Chinese philosophy is philosophy written in the Chinese tradition of thought. Chinese philosophy has a history of several thousand years; its origins are often traced back to the Yi Jing (the Book of Changes), an ancient compendium of divination, which uses a system of 64 hexagrams to guide action. This system is attributed to King Wen around 1000 years BCE and the work reflects the characteristic concepts and approaches of Chinese philosophy. The Book of Changes evolved in stages over the next eight centuries, but the first recorded reference is in 672 BCE.
The Tao Te Ching (Dào dé jīng, in pinyin romanisation) of Lao Tzu (Lǎo zǐ) and the Analects of Confucius (Kǒng fū zǐ; sometimes called Master Kong) both appeared around the 6th century BCE, slightly ahead of early Buddhist philosophy and pre-Socratic philosophy.
Confucianism represents the collected teachings of the Chinese sage Confucius, who lived from 551 to 479 BC. His philosophy concerns the fields of ethics and politics, emphasizing personal and governmental morality, correctness of social relationships, justice, traditionalism, and sincerity. The Analects stress the importance of ritual, but also the importance of 'ren', which loosely translates as 'human-heartedness, Confucianism, along with Legalism, is responsible for creating the world’s first meritocracy, which holds that one's status should be determined by ability instead of ancestry, wealth, or friendship. Confucianism was and continues to be a major influence in Chinese culture, the state of China and the surrounding areas of Southeast Asia.
Throughout history, Chinese philosophy has been molded to fit the prevailing schools of thought and circumstances in China. The Chinese schools of philosophy, except during the Qin Dynasty, can be both critical and yet relatively tolerant of one another. Even when one particular school of thought is officially adopted by the ruling bureaucracy, as in the Han Dynasty, there may be no move to ban or censor other schools of thought. Despite and because of the debates and competition, they generally have cooperated and shared ideas, which they would usually incorporate with their own. For example, Neo-Confucianism was a revived version of old Confucian principles that appeared around the Song Dynasty, with Buddhist, Taoist, and Legalist features in the religion.
During the Industrial and Modern Ages, Chinese philosophy had also began to integrate concepts of Western philosophy, as steps toward modernization. By the time of the Xinhai Revolution in 1911, there were many calls, such as the May Fourth Movement, to completely abolish the old imperial institutions and practices of China. There have been attempts to incorporate democracy, republicanism, and industrialism into Chinese philosophy, notably by Sun Yat-Sen (Sūn yì xiān, in one Mandarin form of the name) at the beginning of the 20th century. Mao Zedong blended Marxism with Confucianism and Taoism and other communist thought . The government of the People's Republic of China encourage Socialism with Chinese characteristics. Although, officially, it does not encourage some of the philosophical practices of Imperial China, the influences of past are still deeply ingrained in the Chinese culture. As in Japan, philosophy in China has become a melting pot of ideas. It accepts new concepts, while attempting also to accord old beliefs their due.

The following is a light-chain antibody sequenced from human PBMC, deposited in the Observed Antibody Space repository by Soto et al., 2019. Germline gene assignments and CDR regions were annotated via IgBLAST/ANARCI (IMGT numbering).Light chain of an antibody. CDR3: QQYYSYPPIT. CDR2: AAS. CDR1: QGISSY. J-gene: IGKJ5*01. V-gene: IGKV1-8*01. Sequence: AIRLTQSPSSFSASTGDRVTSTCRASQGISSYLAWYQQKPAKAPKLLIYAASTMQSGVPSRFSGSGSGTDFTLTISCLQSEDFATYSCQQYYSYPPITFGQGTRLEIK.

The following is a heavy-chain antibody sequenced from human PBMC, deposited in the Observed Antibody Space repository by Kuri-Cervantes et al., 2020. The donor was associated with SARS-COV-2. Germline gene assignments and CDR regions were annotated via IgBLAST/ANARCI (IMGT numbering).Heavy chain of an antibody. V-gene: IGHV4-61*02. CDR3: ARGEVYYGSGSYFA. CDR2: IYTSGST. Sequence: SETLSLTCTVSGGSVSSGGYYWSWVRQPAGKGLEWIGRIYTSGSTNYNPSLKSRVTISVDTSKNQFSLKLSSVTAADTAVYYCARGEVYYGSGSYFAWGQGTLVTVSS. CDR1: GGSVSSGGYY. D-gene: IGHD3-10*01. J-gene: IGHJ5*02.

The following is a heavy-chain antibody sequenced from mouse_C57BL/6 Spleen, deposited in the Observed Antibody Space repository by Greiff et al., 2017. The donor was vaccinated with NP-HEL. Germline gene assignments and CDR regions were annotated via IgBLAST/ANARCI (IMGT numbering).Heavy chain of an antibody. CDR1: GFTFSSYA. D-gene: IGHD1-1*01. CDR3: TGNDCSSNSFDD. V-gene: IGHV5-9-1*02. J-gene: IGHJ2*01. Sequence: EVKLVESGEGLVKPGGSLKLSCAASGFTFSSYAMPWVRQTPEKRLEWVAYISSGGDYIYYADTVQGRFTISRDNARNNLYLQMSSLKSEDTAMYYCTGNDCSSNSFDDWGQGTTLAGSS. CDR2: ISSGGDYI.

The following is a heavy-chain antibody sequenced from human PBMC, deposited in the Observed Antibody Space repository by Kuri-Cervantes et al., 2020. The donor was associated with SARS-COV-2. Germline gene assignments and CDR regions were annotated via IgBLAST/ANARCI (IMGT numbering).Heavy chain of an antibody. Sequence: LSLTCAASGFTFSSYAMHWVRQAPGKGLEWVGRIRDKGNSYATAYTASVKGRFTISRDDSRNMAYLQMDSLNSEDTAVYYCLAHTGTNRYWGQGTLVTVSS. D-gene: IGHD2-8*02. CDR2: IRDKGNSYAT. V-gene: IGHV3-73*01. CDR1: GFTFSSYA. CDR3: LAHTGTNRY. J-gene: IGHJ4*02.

Chinese philosophy has spread around the world in forms such as the New Confucianism and New Age ideas (see for example Chinese traditional medicine). Many in the academic community of the West remain skeptical, and only a few assimilate Chinese philosophy into their own research, whether scientific or philosophical. However, it still carries profound influence amongst the people of East Asia, and even Southeast Asia.
When the Shang were overthrown by the Zhou, a new political, religious and philosophical concept was introduced called the "Mandate of Heaven". This mandate was said to be taken when rulers became unworthy of their position and provided a shrewd justification for Zhou rule. During this period, archaeological evidence points to an increase in literacy and a partial shift away from the faith placed in Shangdi (the Supreme Being in traditional Chinese religion), with ancestor worship becoming commonplace and a more worldly orientation coming to the fore.
Neo-Confucianism was a revived version of old Confucian principles that appeared around the Song Dynasty, with Buddhist, Taoist, and Legalist features. It was later popularized during the reign of the Ming Dynasty.
The respective influences of Daoism and Confucianism are often described this way: "Chinese are Confucianist during the day, while they are Daoists at night". Moreover, many Chinese mandarins were government officials in the daily life and poets (or painters) in their spare time.